Spot the Robot - Airplanes

Posted on: March 6, 2017 by Jordan Janeczko

Obviously this is an airplane and not a robot. But an airplane is a complex cyber-physical system, just like a robot is. Calling it a cyber-physical system simply means that it has computer controlled motors, pumps, valves and actuators to physically move something, and also that it has sensors to measure important aspects of its surroundings. A standard passenger plane has a complex cyber-physical system built in, with a tremendous amount of intelligence and automated features to help control the airplane. Everyone knows there is an autopilot in a plane – but the automated systems in an airplane go much further than just an autopilot : there is autoland for landing in foggy conditions, TOGA for take-off assistance, stick pusher/shaker systems for stall avoidance and more.

From an IT perspective, it doesn’t matter if cyber-physical system is a standard robot or a passenger jet, there is a tremendous amount of programming and infrastructure needed - both in and around the object. Many people focus on the 120 Million lines of code in the Airbus 380, but then they are ignoring the fact that autoland only works with the necessary ILS localizers installed at airports, autopilots rely on the GPS satellites for location information, and Air Traffic Control is monitoring the skies giving input.

The same will be true for Industry 4.0 for the use of robots and complex cyber-physical systems. The system itself is not just what is in the embedded software of the robot, but also the rest of the infrastructure (physical and IT) in the surroundings that are designed, deployed or programmed to support the robot.

It’s worth mentioning that automated airplane features are designed for planes that need pilots, and this is a special case of HRI – Human Robot Interaction. In most cases these features are not completely automatic: they require settings and adjustments, and their purpose is to free the pilot of the mundane operations to focus on the most important so that they can be notified when they are needed. The whole point of the stick shaker is to notify the pilot that action needs to be taken, and stick pushers have overrides. The movie Sully shows clearly that the judgement of an experienced pilot is irreplaceable. But in a review by the National Traffic Safety Board of an unfortunate accident Flight 3407, it suggested that overriding the stall avoidance system 3 times was an indication that the pilot was in error.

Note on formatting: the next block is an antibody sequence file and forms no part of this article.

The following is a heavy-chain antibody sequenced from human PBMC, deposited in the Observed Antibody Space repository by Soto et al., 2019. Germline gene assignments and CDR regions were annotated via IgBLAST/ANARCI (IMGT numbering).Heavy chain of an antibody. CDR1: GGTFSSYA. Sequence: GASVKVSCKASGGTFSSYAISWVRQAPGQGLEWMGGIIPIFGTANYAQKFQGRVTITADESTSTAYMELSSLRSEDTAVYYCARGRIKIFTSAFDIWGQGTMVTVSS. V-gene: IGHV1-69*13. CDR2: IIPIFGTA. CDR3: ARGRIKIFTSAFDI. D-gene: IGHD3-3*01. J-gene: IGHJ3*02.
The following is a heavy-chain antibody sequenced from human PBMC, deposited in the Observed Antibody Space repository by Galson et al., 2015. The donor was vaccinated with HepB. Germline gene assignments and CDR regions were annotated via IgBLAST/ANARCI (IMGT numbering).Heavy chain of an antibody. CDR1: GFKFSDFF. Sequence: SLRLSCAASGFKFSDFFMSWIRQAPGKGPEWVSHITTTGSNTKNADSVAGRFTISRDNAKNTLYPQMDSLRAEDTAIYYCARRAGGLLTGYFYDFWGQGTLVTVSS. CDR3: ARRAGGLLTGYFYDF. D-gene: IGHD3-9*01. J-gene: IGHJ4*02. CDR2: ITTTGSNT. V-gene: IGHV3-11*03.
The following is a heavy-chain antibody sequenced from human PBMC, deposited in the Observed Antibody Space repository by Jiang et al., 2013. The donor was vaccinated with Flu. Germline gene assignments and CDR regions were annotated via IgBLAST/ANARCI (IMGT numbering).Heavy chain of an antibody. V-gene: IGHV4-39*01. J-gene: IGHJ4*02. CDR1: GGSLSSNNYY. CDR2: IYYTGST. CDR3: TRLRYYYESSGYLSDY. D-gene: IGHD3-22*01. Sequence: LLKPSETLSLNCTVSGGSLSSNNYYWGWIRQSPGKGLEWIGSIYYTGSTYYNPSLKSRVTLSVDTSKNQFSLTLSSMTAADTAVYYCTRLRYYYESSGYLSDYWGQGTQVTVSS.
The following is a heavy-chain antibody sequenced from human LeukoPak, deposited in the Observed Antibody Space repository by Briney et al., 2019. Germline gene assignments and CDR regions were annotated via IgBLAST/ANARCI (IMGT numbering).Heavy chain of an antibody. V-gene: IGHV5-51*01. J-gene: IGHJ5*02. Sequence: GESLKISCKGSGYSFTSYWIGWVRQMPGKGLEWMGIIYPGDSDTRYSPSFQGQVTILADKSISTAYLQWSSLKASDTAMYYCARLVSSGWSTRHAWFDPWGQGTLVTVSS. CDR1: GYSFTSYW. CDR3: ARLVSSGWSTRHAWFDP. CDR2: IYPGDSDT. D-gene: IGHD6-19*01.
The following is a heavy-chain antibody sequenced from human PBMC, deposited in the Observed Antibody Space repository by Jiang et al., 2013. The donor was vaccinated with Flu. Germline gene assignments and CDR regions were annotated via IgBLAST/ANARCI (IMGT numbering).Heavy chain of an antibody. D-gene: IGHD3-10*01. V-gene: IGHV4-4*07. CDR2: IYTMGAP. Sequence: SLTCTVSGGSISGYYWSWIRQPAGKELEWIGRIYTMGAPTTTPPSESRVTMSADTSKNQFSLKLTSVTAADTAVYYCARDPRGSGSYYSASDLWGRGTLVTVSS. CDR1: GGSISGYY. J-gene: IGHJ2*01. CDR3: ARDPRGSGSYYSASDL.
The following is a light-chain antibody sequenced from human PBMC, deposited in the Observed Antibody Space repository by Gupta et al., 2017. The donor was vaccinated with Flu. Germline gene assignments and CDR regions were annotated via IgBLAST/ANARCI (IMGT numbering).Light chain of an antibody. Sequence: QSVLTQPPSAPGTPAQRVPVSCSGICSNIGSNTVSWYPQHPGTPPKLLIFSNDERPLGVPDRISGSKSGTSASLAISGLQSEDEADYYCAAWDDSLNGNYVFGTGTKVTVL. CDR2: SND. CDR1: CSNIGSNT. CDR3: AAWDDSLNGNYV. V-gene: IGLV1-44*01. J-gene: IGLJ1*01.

Robots in the right environment will also be able to expand their ability to cover dangerous tasks in even more complex situations. And people can focus on what they do best – which is reacting to unforeseen events, deviations from the plan, and tasks that a robot won’t be flexible or smart enough to do. Most won’t be as big or complex as their robot airplane cousins, but they are improving.

So next time you see an airplane in the sky, remember that it is an extremely safe cyber-physical flying robot designed for human interaction… and that it’s setting the pace for where robot technology is headed.

Stay tuned with my next post where I will address Industrial Robots.

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About Jordan Janeczko
Cloud Strategist at Atos and member of the Scientific Community
Jordan Janeczko is the Cloud Strategist for the Global Systems Integration of Atos and a member of the Scientific Community. After graduating from the University of Illinois in Computer Science, he started working for Siemens in their software division in Vienna, Austria. While there, he has worked on many research and development topics– for example in 1992 on collaboration software projects for the European Space Agency, in 1995 on Voice over IP technologies. Staying in the area of new product development but moving to product and portfolio management, in 1999 he started working in the area of the IP-Based Multimedia Subsystem for mobile network providers. Since 2009 Jordan has been helping define and build secure cloud services and cloud integration services, and has been invited as a cloud thought leader to speak at many global cloud events. In the Scientific Community, Jordan is working on Big Data and Cloud Computing, and in GSI he is globally responsible for the cloud computing strategy.

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